Leave it to Netanyahu, however, to use the Gaza experience to justify the continuation of the occupation rather than working out airtight plans with the PA that would entail security measures to ensure that the West Bank does not become a staging ground for attacks on Israel.
The Tag Meir Forum -- which includes Jewish, interreligious and Arab-Jewish groups -- has become an important voice for moderation and peaceful coexistence in Israel in recent years, a voice that is not heard loudly or broadly enough in our society lately.
Once a taboo subject in Washington, the value of the U.S.-Israeli alliance has increasingly come under scrutiny among even leading members of the foreign policy establishment.
What needs to become a success is not Abbas' campaign, but a negotiated two-state solution. Only an agreement in which both sides will take full responsibility for their present and future will be able to hold in the unexpected reality of the Middle-East.
The most notable observation I made was that the vast majority of Israelis that I spoke with wanted to find a peaceful solution. Whether they were Israeli Jews or Israeli Arabs, they wanted an end to the violence.
A new poll of American Jewish voters reveals a community that cares deeply about Israel but overwhelmingly backs assertive U.S. leadership to bring an end to the Israeli-Palestinian conflict based on a two-state solution -- even if that means publicly stating disagreements with both sides.
One need not look far and wide to discern Netanyahu's disingenuousness and misguided policies that have only undermined Israel's future security. He uses his political skills to deceive and mislead in order to "protect himself from political defeat" while disregarding what is best for the future of the state.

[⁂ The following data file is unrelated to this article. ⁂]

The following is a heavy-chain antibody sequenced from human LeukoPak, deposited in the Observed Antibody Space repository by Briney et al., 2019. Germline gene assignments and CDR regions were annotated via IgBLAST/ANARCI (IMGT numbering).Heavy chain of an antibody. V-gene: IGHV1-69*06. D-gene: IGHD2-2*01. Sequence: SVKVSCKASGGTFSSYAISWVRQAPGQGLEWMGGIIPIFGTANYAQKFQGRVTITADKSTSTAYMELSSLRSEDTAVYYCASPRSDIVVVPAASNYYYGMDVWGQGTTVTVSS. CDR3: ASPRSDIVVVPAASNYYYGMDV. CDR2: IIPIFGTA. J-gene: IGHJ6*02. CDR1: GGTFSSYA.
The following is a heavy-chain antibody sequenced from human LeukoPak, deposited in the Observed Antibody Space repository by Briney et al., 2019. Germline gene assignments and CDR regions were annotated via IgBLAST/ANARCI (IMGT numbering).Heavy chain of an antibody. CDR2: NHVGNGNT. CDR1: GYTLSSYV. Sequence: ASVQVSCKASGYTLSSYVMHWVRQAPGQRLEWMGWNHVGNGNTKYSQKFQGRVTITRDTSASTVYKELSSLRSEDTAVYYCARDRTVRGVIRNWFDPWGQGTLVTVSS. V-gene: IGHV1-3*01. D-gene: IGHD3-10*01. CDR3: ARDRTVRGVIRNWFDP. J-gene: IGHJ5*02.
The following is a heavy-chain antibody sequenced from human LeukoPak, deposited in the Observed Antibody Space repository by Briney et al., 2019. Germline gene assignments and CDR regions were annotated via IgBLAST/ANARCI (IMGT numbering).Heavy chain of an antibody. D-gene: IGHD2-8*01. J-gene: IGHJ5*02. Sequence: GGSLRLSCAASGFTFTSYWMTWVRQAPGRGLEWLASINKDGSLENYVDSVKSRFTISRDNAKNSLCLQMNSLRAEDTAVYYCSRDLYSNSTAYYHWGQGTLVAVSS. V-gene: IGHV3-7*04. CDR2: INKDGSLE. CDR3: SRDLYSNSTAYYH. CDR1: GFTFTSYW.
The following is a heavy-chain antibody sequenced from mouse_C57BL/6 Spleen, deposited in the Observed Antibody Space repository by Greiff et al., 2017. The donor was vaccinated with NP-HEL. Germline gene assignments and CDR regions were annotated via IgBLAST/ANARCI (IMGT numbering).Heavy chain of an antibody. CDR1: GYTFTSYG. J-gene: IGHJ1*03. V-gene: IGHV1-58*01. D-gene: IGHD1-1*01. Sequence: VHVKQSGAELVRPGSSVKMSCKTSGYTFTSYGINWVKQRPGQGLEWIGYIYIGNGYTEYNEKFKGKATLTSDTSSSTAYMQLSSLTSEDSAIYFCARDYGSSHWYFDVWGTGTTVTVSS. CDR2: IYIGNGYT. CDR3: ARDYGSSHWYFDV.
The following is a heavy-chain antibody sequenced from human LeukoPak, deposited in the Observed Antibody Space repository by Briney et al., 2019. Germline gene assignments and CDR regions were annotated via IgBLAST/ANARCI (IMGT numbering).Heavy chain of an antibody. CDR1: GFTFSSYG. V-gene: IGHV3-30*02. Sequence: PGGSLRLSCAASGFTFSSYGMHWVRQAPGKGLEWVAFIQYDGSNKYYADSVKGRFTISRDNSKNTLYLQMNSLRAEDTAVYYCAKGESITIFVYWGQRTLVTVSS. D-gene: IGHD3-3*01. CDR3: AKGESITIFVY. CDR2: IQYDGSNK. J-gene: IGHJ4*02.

On Thursday, October 30, the Council on Foreign Relations hosted an Israel-US Business Forum at its vaunted estate in the Upper East Side, filled during a long afternoon with dozens of participants across several industries between the countries.
The exhibition shows the photographs of twelve artists, each with a unique angle of the Israel-Palestine conflict.
By virtue of America's superpower status in international affairs, millions of people around the world will be tracking the polls and watching the results. And three countries in particular, all of whom reside in the Middle East, will be glued to the television as the votes are counted.
Should Israel and Hamas achieve their stated objectives, the relationship between Israel and the Palestinians, as a whole, will take a dramatically different turn, change the nature of the conflict, and substantially improve the prospect for peace. The question is: Will their political circumstances and the reality they face lead to such an outcome?
Mounting tension between Israel and Palestinians on the occupied West Bank and in East Jerusalem have spilt on to Israeli Palestinian soccer pitches in Israel proper as Israel swings towards ultra-nationalists that make Prime Minister Benyamin Netanyahu look like the best card in a bad hand.
Rather than viewing the conflict merely between Jews and Arabs, it is important to note that the major disagreement here is between Palestinians and Israelis who support the separation of the area into two states and those Arabs and Israelis who reject the partition of Palestine in favor of a one-state solution.
Given recent events, Paley's film has gotten plenty of views since she first posted it online in October 2012. Ten million, so far, with more viewers worldwide every day.
Despite my enthusiasm for all things politically incorrect, I was completely surprised by my reaction to Klinghoffer.
A successful soccer player near the peak of his career, 22-year Nidhal Selmi died last week a foreign fighter for the Islamic State, the jihadist group that controls a swath of Syria and Iraq.